In the early days after diagnosis, MS triggers are often a mystery. However, many find that the more time they have lived with MS, the more they know exactly what makes their symptoms worse.
People with MS tend to be very familiar with the typical symptoms associated with having this condition, like pain, fatigue, difficulties with mobility, numbness, tingling, bowel and bladder problems, among others. However, there’s so much more to having MS than what anyone could find in a textbook or a pamphlet at the doctor’s office. We wanted to know more about the everyday life of those with MS, so we asked our Facebook community to respond to the statement, “You know you have MS when____.” More than 150 people replied! Below is a summary of the feedback we received.
You just feel exhausted
- After sleeping a full 8 hours, you still feel like someone used your body to run a marathon
- The simple task of washing your hair is exhausting
- Your kids think that all you do is sleep and that you’re sick all the time
- You are so tired that you cry, and no amount of sleep helps
- Everyone says, “You look tired – what did you do last night?” and you respond, “Nothing”
- You’re too tired to get up, but you just end up lying around in bed thinking about what you should be doing
- You wake up with a little bit of energy, bounce upstairs and fix breakfast, only to end up exhausted and needing a rest
- You are tired or fatigued all the time, and you can’t find the energy to take a shower
- Your battery depletes after 45 minutes of walking, and you become a complete physical mess on your feet
- Feeling well-rested is a thing of the past
- You must have a plan B, C, D, etc.
- You need a nap before you go to the store to get coffee, and then need a nap again before you put it away
- It takes HOURS to pay bills and organize your family calendar when, in the past, you were a successful nurse manager and an expert at multitasking
The weatherman is not your friend
- Summer used to be your favorite time of year, but now sunlight, heat, and humidity keep you inside like a vampire
- You’re the only one in the room saying, ‘Is it hot in here?’
- When 70 degrees feels like you’re standing inside of an oven
- When you can’t do any outdoor activities due to the heat
- When summer heat hits the triple digits, and you can barely breathe
- Your body is better at predicting the weather than the actual weather man
Getting around and maintaining control of your body is challenging
- You can’t play with your kids or take a walk with your husband
- You fall over when standing still
- Your upper body starts to walk, and your legs don’t get the memo in time
- You don’t even realize it when your legs go out from under you
- You wonder if you’ll be able to climb the four stairs it takes to get into your office at work
- You just tip over when standing still on level ground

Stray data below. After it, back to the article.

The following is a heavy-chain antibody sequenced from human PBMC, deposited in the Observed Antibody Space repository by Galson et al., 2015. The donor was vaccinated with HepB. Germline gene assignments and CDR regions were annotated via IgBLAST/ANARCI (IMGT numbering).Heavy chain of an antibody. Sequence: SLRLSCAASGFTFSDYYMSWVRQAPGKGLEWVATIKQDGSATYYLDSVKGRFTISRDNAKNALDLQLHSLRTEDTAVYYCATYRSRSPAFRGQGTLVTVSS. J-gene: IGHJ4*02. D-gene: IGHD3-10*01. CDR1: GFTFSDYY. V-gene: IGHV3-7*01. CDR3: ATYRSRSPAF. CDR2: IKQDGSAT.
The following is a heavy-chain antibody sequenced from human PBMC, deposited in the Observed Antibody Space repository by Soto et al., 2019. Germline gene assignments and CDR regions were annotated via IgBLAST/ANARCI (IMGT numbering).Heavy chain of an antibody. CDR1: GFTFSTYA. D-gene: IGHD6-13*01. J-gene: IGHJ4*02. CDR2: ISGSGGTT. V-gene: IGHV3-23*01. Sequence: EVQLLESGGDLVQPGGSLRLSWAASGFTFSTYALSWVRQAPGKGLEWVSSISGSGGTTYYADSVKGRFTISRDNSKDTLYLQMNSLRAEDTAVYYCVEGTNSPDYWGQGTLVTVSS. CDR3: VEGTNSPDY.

- When you wake up one morning, and you’re paralyzed on one side of your whole body
- You keep tripping up over nothing
- You are always dropping things
- You are in the market shopping for groceries, and a fireman stops you because your face is drooping and you are confused, and they think you have had a stroke
- Your hands are asleep and they don’t wake up
- You are eating dinner and your arm suddenly jerks and your food goes flying across the table
- You walk like you’ve had a few cocktails, but you haven’t had a sip
- You find that no one around you realizes how hard you have to work to keep up, and you just end up getting left behind
- You have to stop mid sentence because you’ve lost your train of thought
- You take the dog for a walk around the block,and your legs feel like they are encased in cement
- You walk like you are dancing to Michael Jackson’s “Thriller”
- When your knees are locked as though there’s a magnet holding them together
- When you go from 0 to pee in two seconds flat
- You have to hold on to walls because you lack balance
- You trip over something earlier in the day because of ‘drop foot’ and later that day you look at your scraped toes and wonder what happened
- You decide being an unwitting participant in a wet t-shirt contest is better than running for cover during a surprise rain storm at an amusement park
- You can’t stand without assistance
- Your head goes one way and your legs another
- You have to look at your hand and tell it to move
- When you can’t pass a field sobriety test while sober
- Despite only being 41, you walk like your 76 year-old mother
- You have to lean your elbows against the shower wall to wash your hair
Your mind isn’t as sharp as it used to be
- You lose your train of thought while mid-sentence
- You walk into a room and forgot why you went in there in the first place
- You have the hardest time trying to say what you want to say, and your words come out making no sense
- You describe your symptoms, and your neurologist looks at you as if you were speaking Greek
- You get confused when there is too much going on around you; you can’t even place an order at a fast food restaurant
- What was the question?
Pain and numbness become a part of everyday life
- Your feet feel like they are on fire or you have frostbite
- You are numb and tingly and have burning sensations all over
- You get unexpected zaps of excruciating pain in your face, arm, leg, and you try not to scream